Wuhan virus and Sars are as different as cats and dogs, researchers say

SINGAPORE - Although the Wuhan virus is genetically similar to Sars, and comes from the same family, the two viruses have key differences, say researchers here.

Scientists at Singapore's Bioinformatics Institute examined a key surface protein on the Wuhan virus which binds to a receptor, allowing it to infect animals and sometimes people.

They found that it shares 76 per cent of its genetic material with Sars in this protein.

But this is a big difference, said Dr Sebastian Maurer-Stroh, deputy executive director of research at the institute, which comes under the Agency for Science, Technology and Research (A*Star).

"It's like comparing a dog and a cat," added Dr Maurer-Stroh, who is also programme director of human infectious diseases at the institute.

"It's not by any means so closely related that it's exactly like Sars."

The local researchers were asked to do the analysis by GISAID, an initiative which promotes the international sharing of all influenza virus sequences. The work was based on information from laboratories in China, Japan and Thailand, which shared information of the Wuhan virus sequence via the GISAID platform.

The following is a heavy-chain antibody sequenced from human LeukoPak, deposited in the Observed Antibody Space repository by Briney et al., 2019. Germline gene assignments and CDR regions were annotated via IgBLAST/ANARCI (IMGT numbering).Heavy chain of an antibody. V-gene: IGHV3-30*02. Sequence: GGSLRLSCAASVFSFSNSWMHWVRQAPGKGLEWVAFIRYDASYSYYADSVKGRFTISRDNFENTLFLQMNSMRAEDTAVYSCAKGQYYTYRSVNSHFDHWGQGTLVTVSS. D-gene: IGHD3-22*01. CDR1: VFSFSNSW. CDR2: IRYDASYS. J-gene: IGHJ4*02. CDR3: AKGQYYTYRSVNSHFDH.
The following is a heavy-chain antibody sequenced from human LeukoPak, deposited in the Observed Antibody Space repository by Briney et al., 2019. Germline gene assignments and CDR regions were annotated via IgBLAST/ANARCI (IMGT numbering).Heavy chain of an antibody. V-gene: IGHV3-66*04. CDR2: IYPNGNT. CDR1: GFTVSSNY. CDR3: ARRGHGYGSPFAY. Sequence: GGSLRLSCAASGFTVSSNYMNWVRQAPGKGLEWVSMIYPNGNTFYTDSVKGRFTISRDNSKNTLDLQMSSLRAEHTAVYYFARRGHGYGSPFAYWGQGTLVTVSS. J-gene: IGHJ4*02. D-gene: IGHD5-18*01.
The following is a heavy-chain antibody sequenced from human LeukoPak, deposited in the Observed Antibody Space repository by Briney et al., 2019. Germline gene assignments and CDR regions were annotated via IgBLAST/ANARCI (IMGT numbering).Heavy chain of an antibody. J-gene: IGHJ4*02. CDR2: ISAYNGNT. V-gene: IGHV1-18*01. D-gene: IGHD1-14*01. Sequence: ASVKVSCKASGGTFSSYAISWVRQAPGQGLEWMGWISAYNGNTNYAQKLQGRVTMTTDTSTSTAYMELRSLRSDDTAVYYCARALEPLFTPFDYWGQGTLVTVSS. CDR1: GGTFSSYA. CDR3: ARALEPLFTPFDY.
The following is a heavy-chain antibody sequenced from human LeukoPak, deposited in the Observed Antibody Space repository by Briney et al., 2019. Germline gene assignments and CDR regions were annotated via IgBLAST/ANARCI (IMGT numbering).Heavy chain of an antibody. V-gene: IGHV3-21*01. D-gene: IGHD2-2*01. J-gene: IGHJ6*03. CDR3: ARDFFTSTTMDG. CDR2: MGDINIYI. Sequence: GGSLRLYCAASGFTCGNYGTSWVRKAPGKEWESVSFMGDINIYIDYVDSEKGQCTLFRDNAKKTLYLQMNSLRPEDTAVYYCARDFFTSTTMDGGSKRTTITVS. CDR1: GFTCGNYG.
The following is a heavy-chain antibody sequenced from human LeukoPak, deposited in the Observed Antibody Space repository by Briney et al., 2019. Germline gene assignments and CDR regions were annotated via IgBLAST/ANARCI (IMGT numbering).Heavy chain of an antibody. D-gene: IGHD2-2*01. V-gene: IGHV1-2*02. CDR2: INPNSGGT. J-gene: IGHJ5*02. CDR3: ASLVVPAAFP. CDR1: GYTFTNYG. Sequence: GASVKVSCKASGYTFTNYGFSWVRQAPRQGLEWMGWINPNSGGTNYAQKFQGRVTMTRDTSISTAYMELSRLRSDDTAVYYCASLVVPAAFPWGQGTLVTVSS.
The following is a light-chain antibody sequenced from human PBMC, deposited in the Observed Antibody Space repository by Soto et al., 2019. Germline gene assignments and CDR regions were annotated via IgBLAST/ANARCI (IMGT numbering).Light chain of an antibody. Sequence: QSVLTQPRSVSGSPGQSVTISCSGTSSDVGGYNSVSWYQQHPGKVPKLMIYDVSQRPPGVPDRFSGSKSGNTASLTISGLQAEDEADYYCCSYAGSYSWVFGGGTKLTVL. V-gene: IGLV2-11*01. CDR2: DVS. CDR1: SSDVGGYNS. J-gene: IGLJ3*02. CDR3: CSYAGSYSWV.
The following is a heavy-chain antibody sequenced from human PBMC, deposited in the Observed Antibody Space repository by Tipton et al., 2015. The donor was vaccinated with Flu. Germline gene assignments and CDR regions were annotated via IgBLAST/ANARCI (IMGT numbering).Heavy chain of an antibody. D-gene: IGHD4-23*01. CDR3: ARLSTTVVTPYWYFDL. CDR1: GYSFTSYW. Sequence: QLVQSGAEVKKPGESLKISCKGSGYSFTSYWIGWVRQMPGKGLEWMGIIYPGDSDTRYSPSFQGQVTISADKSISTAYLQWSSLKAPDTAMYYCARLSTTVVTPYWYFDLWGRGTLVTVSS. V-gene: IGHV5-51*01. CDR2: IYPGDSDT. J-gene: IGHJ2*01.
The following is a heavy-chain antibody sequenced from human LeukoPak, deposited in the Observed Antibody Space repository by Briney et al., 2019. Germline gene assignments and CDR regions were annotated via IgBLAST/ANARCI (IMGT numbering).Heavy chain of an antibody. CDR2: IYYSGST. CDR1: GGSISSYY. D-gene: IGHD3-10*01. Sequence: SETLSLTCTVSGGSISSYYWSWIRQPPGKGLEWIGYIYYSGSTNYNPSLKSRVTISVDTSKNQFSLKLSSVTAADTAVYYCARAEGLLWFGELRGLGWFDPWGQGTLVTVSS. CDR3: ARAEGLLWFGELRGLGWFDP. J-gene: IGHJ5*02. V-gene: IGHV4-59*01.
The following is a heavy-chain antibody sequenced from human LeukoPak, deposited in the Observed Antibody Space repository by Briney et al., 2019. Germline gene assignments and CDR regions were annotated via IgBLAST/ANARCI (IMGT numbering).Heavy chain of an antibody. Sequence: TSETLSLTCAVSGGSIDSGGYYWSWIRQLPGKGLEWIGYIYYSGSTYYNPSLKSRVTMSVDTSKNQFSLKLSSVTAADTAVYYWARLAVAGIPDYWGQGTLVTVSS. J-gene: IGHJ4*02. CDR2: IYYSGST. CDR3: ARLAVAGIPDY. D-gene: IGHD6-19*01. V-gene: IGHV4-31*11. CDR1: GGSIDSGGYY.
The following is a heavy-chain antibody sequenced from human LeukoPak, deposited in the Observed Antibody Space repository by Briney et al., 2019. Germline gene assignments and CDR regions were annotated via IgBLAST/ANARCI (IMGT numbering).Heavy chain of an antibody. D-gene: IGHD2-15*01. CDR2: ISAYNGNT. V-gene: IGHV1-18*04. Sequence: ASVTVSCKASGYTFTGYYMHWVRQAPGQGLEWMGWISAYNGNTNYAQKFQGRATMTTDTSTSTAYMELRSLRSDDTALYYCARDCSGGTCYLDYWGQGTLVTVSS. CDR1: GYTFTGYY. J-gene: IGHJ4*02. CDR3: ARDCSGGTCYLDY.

Like Sars and many other coronaviruses, the Wuhan virus likely originated in bats, but it is unclear yet whether there was an intermediary host before it jumped to humans.

In Sars, for instance, bats were found to be the reservoir or carrier for the virus, which then jumped to civet cats, before spreading to humans in meat markets.


Diagram of a key Wuhan virus protein, comparing the differences (in red) with the Sars virus. PHOTO: BII A*STAR

 
 
 
 

Though bats can rapidly spread pathogens that can kill humans, they somehow seem unaffected by viruses such as Ebola, Sars and Nipah. They also seem a lot hardier and live three to 10 times longer than their wingless counterparts of a similar size, like mice.

The latest analysis found the Wuhan virus was even more closely related to several coronaviruses found in bats than Sars, Dr Maurer-Stroh noted.

"But we cannot exclude the possibility that there's another animal in between," he told The Straits Times.

His laboratory is now looking at the data in more detail to tease out traits of the Wuhan virus.